There's a new and bigger renewables subsidy now in effect in California, unanimously approved last week by the Public Utilities Commission, that has the potential to light up the energy storage market.
The Self Generation Incentive Program (SGIP) has been boosting distributed energy in California for years. It was the chief subsidy for solar, prior to the enormously effective California Solar Incentive (CSI). But the generous (approximately $80 million per year) SGIP has not always been perfectly aligned with its goal of deploying low-carbon distributed energy sources that support grid needs in an equitable fashion.
The monies for the subsidy come from ratepayers and are collected by California's large investor owned utilities (IOUs).
GTM has reported on the program's flaws as well as the gaming of the system — the program's bid submission design had allowed one or two vendors to dominate recent project submissions. The relative “greeness” of some of the subsidized technologies has also been debated. The program has been the mainstay of more than a few storage and fuel cell firms, but was put on pause as the CPUC grappled with the changes that needed to be made.
In May of last year, California Public Utilities Commission President Michael Picker issued a proposed decision (PDF) that would make these reforms:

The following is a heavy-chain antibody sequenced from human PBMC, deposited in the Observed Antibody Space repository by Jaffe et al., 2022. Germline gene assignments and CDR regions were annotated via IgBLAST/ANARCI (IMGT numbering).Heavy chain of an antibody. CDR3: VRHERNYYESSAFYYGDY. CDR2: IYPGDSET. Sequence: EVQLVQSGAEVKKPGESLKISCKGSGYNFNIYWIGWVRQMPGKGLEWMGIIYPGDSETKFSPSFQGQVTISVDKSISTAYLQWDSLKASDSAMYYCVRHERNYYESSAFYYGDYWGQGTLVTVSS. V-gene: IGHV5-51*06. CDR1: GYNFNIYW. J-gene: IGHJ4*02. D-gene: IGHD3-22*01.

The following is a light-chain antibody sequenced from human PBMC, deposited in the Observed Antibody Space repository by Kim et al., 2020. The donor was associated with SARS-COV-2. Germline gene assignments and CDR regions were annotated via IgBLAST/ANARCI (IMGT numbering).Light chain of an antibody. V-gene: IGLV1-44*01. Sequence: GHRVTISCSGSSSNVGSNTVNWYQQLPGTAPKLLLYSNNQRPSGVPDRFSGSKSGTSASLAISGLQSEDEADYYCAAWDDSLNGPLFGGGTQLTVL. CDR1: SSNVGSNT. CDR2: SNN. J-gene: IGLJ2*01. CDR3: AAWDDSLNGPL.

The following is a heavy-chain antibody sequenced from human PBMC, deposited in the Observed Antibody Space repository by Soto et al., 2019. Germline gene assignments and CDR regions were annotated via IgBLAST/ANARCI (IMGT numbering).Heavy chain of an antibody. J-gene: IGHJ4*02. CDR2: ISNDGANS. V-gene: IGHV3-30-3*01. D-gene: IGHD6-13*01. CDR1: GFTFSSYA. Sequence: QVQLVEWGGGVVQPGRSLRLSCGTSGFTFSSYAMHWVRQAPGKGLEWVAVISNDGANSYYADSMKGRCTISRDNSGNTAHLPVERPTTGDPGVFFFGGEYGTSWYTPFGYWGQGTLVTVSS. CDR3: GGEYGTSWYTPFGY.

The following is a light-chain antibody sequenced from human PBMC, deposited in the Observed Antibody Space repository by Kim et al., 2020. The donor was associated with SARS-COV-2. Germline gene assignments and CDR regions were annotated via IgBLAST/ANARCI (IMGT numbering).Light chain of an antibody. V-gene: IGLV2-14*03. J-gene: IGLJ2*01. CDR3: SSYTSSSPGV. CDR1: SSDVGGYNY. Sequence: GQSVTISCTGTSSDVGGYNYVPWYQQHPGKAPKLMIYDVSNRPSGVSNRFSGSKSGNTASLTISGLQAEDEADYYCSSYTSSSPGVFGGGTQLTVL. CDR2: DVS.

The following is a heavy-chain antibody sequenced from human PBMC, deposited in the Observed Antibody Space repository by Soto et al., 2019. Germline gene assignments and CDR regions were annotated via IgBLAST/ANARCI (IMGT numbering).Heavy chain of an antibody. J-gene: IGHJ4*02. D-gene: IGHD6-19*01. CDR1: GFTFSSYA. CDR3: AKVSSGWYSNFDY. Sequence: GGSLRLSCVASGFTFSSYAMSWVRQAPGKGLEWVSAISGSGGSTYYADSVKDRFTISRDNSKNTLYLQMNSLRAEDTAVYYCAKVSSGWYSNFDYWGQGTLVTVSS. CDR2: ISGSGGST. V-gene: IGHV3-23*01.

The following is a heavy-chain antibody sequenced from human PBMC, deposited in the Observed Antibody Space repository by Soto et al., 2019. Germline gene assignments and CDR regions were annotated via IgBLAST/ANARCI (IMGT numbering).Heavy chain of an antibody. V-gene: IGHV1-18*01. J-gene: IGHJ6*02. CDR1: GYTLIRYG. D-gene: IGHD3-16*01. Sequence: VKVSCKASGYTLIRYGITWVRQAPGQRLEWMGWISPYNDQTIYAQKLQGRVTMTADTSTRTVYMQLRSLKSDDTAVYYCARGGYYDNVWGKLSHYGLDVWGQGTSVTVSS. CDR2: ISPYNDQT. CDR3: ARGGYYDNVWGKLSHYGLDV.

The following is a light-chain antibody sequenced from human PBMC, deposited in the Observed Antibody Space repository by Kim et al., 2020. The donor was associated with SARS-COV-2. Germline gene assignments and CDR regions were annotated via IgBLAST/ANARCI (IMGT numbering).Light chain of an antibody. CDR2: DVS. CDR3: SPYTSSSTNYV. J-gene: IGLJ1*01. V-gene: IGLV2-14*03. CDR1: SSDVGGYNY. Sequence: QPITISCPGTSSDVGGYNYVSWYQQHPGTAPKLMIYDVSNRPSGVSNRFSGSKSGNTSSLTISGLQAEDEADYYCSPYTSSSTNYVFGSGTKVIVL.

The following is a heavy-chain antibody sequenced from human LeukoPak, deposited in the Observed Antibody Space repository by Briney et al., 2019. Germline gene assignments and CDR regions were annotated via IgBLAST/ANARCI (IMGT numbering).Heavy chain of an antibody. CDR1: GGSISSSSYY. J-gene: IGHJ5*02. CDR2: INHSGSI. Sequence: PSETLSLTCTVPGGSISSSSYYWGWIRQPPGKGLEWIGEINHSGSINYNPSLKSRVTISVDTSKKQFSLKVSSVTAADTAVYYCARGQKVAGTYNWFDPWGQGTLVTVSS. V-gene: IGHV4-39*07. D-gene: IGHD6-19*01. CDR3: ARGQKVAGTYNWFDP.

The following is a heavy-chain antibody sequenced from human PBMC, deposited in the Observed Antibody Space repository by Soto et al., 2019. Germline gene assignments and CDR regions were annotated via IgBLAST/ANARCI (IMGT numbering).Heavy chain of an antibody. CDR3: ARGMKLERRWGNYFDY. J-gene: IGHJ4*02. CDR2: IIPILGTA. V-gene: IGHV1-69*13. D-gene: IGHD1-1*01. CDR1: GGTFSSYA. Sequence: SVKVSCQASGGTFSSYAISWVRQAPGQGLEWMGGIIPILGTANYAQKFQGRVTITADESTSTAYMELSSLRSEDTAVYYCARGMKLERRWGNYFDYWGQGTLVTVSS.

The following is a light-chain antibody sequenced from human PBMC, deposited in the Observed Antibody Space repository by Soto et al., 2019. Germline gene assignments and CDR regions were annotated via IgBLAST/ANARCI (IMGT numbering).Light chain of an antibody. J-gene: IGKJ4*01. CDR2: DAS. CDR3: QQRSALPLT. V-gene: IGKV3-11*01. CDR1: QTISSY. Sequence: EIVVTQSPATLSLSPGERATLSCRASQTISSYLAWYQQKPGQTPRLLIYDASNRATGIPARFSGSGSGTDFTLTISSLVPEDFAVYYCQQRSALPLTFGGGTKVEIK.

- Reserving 75 percent of program dollars for energy storage projects.
- Making the incentive money available on a continuous basis in a declining incentive “step” structure (akin to the California Solar Initiative).
- Replacing the first-come, first-served system with a lottery in which projects with additional greenhouse gas/grid benefits are given priority.
- Restricting each project developer to a cap of 20 percent of the incentive budget, rather than the previous 40 percent cap that applied to equipment builders.
At the time, law firm Wilson Sonsini Goodrich & Rosati (WSGR) noted: “Although a prior CPUC staff proposal had recommended ending the allocation of incentives to natural-gas-fired electric-only fuel cells and microturbines, the proposed decision would allow these technologies to remain in the SGIP program. Of the 25 percent of the total SGIP budget set aside for generation projects, 10 percent is reserved for renewables, however, and gas-fired technologies must be at least 10 percent bio-gas-fueled beginning in 2017, increasing to 100 percent by 2020.”
Ravi Manghani, GTM Research's director of energy storage, noted at the time that the program's proposed changes make it “look a lot like the California Solar Initiative in design.” He added that there is a “15 percent carve-out for small systems less than 10 kilowatts in size.”
He also pointed out the proposed increase in discharge requirement for commercial storage from 104 hours per year to 260 hours per year, and an increase in the application fee from 1 percent to 5 percent.
Doubling the funds available to $166 million per year